Uganda's First Lady Janet Museveni raised eyebrows when she told a gathering of bishops that if cows were not homosexual, humans could not be gay either.

Beetles display homosexual behaviour too. MSU

Had she checked her facts first she may have not have used that argument to validate her country's anti-gay stance.

According to research, same-sex sexual activity has been recorded in almost 1,500 species - from beetles, flamingos, bison and yes, cows, too.

Scientists have argued that bovine lesbianism in domesticated cattle is often displayed because the animals are enclosed in stressful conditions. Homosexual behaviour, however, was not apparent in wild cattle.

Sheep, on the other hand, like to have exclusive homosexual relations. Around 10% of rams (males) refuse to mate with ewes (females), and prefer to mate with each other.

But Simon LeVay, a British-American neuroscientist, said homosexual relationships in the animal kingdom was not always exclusive and never lasted long.

He said: "Although homosexual behaviour is very common in the animal world, it seems to be very uncommon that individual animals have a long-lasting predisposition to engage in such behaviour to the exclusion of heterosexual activities. Thus, a homosexual orientation, if one can speak of such thing in animals, seems to be a rarity."

Female koalas display homosexual activity (Reuters) Reuters

But if you take the example of the female alabatross community at Kaena Point on the island of O'ahu it seems they have no choice but to get together because of a dearth of males. If a female cannot find an otherwise committed male to incubate an egg (because it takes two albatrosses) it will pair with another female.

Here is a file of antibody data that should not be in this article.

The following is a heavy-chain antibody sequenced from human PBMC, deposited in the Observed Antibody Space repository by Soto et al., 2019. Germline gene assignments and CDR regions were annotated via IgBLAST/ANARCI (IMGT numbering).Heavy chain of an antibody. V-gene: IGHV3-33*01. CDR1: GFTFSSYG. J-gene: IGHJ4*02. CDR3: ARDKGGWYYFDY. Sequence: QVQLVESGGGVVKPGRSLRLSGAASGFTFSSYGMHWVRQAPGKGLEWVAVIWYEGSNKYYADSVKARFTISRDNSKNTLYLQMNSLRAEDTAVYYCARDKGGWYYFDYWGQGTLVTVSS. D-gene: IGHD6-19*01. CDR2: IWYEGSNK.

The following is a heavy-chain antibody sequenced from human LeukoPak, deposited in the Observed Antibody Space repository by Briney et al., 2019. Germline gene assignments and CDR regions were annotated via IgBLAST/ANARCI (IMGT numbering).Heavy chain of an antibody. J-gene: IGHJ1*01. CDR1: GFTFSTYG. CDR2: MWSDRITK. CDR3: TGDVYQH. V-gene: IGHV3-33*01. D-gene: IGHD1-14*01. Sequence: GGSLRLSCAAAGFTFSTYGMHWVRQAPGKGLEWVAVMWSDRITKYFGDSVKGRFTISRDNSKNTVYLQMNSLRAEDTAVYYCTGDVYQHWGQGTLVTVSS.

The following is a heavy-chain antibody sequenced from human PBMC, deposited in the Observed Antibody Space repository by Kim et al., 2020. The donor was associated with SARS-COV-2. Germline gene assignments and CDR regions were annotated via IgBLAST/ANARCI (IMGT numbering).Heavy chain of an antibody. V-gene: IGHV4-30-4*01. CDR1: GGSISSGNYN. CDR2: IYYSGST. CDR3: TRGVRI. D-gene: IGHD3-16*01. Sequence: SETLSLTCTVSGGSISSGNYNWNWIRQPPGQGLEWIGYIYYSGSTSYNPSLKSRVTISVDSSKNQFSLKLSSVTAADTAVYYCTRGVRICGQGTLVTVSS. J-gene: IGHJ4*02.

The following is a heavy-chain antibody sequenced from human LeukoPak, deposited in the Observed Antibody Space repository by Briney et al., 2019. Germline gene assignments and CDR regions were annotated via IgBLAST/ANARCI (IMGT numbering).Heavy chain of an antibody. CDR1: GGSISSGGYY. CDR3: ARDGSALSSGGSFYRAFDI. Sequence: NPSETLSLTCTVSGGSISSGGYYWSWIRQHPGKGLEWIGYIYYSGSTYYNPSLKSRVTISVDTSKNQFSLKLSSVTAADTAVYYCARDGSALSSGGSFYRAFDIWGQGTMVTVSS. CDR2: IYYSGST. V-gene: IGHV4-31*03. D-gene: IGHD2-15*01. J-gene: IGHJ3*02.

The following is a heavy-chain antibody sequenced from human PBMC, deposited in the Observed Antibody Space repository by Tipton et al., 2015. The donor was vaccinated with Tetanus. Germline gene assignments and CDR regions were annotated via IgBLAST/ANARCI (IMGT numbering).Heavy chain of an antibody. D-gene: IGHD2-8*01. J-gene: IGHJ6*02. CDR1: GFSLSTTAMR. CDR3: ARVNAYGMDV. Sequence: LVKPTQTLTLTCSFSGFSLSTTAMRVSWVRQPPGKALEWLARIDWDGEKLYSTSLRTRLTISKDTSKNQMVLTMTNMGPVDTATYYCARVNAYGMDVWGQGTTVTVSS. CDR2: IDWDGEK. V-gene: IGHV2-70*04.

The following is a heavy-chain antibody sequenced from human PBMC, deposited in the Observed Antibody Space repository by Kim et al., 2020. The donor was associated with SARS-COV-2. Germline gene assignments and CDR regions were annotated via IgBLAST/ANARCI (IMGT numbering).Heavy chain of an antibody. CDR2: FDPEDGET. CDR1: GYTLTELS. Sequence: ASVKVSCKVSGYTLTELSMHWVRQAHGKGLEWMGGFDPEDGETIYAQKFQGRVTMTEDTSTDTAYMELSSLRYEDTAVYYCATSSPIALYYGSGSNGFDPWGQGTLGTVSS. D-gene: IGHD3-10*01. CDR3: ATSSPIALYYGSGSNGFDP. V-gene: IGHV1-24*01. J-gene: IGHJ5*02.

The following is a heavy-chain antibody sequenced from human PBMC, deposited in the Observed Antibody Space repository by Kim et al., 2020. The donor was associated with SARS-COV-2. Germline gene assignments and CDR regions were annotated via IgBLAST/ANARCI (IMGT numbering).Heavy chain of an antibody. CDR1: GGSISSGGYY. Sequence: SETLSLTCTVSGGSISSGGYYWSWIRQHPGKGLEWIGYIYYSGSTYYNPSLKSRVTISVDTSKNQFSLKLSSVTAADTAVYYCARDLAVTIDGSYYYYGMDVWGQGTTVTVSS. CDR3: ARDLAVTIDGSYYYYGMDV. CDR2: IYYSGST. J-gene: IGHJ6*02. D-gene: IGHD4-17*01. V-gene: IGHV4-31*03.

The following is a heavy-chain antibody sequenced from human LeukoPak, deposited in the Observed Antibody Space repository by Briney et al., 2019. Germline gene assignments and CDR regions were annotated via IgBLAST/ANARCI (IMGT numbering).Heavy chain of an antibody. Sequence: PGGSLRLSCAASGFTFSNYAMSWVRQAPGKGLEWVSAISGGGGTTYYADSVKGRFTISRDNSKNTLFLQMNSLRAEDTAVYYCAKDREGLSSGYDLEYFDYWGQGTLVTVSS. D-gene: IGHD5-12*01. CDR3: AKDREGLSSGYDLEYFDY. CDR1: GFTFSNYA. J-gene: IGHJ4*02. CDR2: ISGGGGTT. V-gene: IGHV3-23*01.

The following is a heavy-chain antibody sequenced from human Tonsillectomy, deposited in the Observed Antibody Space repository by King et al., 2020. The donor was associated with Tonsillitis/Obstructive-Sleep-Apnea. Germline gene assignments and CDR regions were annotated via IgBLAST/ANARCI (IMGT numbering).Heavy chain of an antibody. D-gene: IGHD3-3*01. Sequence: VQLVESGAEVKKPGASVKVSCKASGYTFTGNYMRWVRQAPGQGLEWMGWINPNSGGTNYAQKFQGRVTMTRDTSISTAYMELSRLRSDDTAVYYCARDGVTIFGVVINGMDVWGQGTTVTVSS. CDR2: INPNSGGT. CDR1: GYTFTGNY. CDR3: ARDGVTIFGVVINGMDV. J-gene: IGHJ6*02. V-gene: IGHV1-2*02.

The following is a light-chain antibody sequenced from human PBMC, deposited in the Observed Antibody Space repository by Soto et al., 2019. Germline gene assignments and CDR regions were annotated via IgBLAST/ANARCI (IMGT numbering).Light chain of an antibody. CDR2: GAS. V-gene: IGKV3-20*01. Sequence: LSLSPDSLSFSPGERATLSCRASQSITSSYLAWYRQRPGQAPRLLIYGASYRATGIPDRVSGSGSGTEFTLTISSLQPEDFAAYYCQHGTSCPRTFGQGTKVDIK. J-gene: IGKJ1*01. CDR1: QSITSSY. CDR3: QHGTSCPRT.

Female koalas have been known to force each other against trees and mount one another, especially those in zoos, in a phenomenon known as the "prisoner effect". One scientist recalled hearing "exhalated belchlike sounds" when one threw back its head.


Male Amazon River dolphins have also been known to penetrate each other - through the blowhole.

Canadian primatologist and evolutionary psychologist Paul Vasey said heterosexual sex in animals was primarily for reproduction and there was not a straight answer as to why homosexual behaviour was displayed among species.

He said: "Biologists want to build these unified theories to explain everything they see. But none of this lends itself to a linear story. Homosexual behaviour is not a uniform phenomenon. Having one unifying body of theory that explains why it's happening in all these different species might be a chimera."